For at least a decade now, career-minded security leaders have well understood the importance of effective communication with the board and CEO. CISOs know they must gain the buy-in of these decision-makers to successfully instill a security-minded culture at their organizations — not to mention to greenlight enough funds for an effective cybersecurity budget.
The problem is that most CISOs today still can't turn that awareness into action. While CISOs are communicating with the board and the C-suite more than ever, they're still struggling to craft the right narratives that help them communicate risk to the board and drive meaningful collaboration between the security team and the rest of the business.
Security experts believe that CISOs need to rethink the content and the context of their messages in order to more reliably hit the mark with their executive counterparts. And most importantly, says Andy Ellis, advisory CISO for Orca Security, they need to tighten up their language and their goals for each interaction.
"CISOs need to think, 'What is the least amount of information we need to give to stimulate action?'" says Ellis, who is due to present at RSA next week on this topic and whose new book, 1% Leadership, will be released this week. "Literally, I have a chapter in my book titled, 'Make the Smallest Argument Necessary to Spur Action.'"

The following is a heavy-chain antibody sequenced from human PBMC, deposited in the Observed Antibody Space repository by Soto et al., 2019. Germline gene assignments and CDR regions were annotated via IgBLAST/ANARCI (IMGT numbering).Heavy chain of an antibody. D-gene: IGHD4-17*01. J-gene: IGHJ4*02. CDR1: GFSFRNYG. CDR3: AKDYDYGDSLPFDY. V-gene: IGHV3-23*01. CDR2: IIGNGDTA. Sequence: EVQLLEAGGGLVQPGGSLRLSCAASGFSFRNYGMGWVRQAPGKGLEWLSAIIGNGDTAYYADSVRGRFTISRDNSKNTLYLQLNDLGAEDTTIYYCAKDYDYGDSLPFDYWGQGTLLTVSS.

The good news for CISOs today compared with those of yesteryear is that the channels of communication between them, the board, and the C-suite are increasingly opening up. The lesson is that it is going to take a whole lot more clear, simple communication for CISOs to net better results from their interactions with their boards.
CISO Board Reports More Frequent but Ineffective
The good news for today's CISOs is that the channels of communication between CISOs, the board, and the C-suite are increasingly opening up. According to "The State of CISO Influence 2023" survey, conducted by Dark Reading on behalf of Coalfire, 28% of CISOs present monthly updates to the board — up 10 percentage points in just the past year. Additionally, more than half of CISOs said they report to the board on at least a quarterly basis.
Unfortunately, for all of the increases in frequency of communication between CISOs and the executive suite, that upward communication remains largely ineffective.
The realistic CISOs reading the room sense that they're losing their audience. In the recent "Voice of the CISO" report from Proofpoint, security leaders in large organizations reported a huge drop in board support over the last year. Just 51% say they have the support of their board, compared with 71% who said the same last year.
Meanwhile, the directors are confirming that this perception isn't just in the CISOs' heads. A study from PwC this month shows that less than a third of directors are completely satisfied with the information they're getting about cybersecurity today.
"We have an image crisis that is only getting worse, and we need to rebrand ourselves," says Joseph Carson, chief security scientist and advisory CISO at Delinea. He explains that the CISO has to stop focusing on cybersecurity minutiae — things like attack metrics and precise technical details — and start measuring themselves and communicating about business outcomes. "That is the way to win support from the board," he says.